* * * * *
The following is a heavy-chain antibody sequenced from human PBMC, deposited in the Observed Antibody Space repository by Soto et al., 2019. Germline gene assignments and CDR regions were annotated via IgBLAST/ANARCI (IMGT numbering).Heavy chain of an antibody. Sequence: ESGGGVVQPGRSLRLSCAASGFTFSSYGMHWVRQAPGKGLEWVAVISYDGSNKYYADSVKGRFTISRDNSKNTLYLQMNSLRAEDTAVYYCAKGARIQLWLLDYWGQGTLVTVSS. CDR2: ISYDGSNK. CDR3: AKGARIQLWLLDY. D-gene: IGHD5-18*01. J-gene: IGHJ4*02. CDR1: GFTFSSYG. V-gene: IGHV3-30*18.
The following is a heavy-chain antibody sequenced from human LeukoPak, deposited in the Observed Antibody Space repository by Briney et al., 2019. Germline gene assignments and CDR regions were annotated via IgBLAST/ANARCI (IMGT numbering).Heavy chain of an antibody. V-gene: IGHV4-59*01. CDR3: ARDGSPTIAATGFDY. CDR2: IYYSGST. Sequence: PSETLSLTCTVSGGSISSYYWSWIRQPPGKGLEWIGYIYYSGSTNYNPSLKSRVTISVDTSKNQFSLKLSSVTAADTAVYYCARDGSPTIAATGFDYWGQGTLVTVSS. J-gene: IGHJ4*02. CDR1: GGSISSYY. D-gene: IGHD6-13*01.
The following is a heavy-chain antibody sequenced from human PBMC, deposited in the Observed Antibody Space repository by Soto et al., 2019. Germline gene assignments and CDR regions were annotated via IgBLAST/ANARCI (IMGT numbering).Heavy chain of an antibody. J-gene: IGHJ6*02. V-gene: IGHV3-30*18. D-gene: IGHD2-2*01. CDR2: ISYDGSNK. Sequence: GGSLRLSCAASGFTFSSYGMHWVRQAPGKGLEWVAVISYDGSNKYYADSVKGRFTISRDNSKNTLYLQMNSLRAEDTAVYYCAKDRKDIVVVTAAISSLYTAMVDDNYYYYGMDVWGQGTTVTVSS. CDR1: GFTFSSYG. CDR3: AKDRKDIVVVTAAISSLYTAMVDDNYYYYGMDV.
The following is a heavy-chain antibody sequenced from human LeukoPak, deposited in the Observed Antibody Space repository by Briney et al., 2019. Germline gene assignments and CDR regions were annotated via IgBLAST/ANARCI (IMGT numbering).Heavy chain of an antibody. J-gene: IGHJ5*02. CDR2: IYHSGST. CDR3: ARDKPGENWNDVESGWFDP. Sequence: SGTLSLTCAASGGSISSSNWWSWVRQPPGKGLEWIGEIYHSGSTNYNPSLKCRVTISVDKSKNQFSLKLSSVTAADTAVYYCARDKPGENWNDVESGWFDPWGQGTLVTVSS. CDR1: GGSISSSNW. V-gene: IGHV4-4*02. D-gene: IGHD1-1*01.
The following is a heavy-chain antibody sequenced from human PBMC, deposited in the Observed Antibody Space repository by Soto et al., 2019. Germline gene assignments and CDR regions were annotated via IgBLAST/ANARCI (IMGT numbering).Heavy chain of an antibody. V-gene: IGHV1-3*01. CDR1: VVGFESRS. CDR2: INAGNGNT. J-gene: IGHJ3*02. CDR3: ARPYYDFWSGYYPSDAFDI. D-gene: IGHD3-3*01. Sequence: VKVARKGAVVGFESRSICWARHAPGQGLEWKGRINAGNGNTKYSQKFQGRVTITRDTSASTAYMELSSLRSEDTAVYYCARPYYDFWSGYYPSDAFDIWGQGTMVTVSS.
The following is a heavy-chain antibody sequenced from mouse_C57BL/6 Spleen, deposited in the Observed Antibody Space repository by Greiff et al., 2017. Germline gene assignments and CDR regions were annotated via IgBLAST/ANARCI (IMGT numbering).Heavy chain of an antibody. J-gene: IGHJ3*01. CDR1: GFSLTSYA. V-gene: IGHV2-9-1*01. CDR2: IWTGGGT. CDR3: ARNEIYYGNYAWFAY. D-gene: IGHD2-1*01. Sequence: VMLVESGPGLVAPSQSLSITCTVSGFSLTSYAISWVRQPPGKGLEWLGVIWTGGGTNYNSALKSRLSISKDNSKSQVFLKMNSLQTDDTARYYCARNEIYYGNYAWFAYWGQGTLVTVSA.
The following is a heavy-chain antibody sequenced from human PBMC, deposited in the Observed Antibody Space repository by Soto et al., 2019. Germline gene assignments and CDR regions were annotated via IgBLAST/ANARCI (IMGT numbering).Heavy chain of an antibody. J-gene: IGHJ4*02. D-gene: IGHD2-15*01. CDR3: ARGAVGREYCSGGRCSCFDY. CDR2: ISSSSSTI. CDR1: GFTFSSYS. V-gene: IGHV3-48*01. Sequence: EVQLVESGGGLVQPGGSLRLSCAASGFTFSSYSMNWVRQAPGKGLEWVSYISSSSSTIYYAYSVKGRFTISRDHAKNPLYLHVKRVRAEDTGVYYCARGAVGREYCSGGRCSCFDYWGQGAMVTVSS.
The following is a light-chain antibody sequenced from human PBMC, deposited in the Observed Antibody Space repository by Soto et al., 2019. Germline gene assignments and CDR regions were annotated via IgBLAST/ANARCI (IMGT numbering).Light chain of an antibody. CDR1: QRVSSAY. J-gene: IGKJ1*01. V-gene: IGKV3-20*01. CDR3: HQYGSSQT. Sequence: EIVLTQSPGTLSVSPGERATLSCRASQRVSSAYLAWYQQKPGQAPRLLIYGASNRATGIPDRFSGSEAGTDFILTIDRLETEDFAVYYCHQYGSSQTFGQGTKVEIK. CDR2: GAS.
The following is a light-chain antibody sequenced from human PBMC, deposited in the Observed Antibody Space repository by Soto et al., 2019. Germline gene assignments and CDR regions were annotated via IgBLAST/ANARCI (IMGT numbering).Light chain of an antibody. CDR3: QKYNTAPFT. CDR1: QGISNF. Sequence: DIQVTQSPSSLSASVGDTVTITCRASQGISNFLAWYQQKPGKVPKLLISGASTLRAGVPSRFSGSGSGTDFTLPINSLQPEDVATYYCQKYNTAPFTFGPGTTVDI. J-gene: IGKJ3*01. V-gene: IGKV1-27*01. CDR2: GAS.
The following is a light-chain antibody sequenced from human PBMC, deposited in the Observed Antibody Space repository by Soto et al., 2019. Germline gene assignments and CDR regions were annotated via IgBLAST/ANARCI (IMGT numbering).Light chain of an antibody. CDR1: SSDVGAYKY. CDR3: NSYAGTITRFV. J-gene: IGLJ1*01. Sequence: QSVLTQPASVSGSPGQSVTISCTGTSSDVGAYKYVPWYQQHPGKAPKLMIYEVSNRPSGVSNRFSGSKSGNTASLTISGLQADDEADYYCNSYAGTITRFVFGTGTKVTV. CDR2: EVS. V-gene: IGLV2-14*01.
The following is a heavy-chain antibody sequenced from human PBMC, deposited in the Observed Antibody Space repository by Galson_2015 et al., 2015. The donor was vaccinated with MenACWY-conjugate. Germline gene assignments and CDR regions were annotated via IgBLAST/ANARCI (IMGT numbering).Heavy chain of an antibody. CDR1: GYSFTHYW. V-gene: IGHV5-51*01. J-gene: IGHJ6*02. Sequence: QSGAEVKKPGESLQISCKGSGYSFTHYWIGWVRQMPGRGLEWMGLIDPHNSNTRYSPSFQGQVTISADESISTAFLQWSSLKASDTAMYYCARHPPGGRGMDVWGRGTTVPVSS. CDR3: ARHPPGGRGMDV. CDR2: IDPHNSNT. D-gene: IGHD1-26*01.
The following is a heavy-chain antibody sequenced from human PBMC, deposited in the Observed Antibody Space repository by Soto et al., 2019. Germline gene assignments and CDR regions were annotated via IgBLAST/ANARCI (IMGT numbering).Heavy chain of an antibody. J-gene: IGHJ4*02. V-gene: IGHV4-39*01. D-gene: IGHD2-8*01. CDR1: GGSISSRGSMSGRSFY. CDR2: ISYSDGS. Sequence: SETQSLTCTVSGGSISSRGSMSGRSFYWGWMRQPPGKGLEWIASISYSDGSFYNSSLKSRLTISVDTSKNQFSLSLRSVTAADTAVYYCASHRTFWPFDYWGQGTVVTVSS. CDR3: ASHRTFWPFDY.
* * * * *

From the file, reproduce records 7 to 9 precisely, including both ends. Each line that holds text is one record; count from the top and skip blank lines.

The following is a heavy-chain antibody sequenced from human PBMC, deposited in the Observed Antibody Space repository by Soto et al., 2019. Germline gene assignments and CDR regions were annotated via IgBLAST/ANARCI (IMGT numbering).Heavy chain of an antibody. J-gene: IGHJ4*02. D-gene: IGHD2-15*01. CDR3: ARGAVGREYCSGGRCSCFDY. CDR2: ISSSSSTI. CDR1: GFTFSSYS. V-gene: IGHV3-48*01. Sequence: EVQLVESGGGLVQPGGSLRLSCAASGFTFSSYSMNWVRQAPGKGLEWVSYISSSSSTIYYAYSVKGRFTISRDHAKNPLYLHVKRVRAEDTGVYYCARGAVGREYCSGGRCSCFDYWGQGAMVTVSS.
The following is a light-chain antibody sequenced from human PBMC, deposited in the Observed Antibody Space repository by Soto et al., 2019. Germline gene assignments and CDR regions were annotated via IgBLAST/ANARCI (IMGT numbering).Light chain of an antibody. CDR1: QRVSSAY. J-gene: IGKJ1*01. V-gene: IGKV3-20*01. CDR3: HQYGSSQT. Sequence: EIVLTQSPGTLSVSPGERATLSCRASQRVSSAYLAWYQQKPGQAPRLLIYGASNRATGIPDRFSGSEAGTDFILTIDRLETEDFAVYYCHQYGSSQTFGQGTKVEIK. CDR2: GAS.
The following is a light-chain antibody sequenced from human PBMC, deposited in the Observed Antibody Space repository by Soto et al., 2019. Germline gene assignments and CDR regions were annotated via IgBLAST/ANARCI (IMGT numbering).Light chain of an antibody. CDR3: QKYNTAPFT. CDR1: QGISNF. Sequence: DIQVTQSPSSLSASVGDTVTITCRASQGISNFLAWYQQKPGKVPKLLISGASTLRAGVPSRFSGSGSGTDFTLPINSLQPEDVATYYCQKYNTAPFTFGPGTTVDI. J-gene: IGKJ3*01. V-gene: IGKV1-27*01. CDR2: GAS.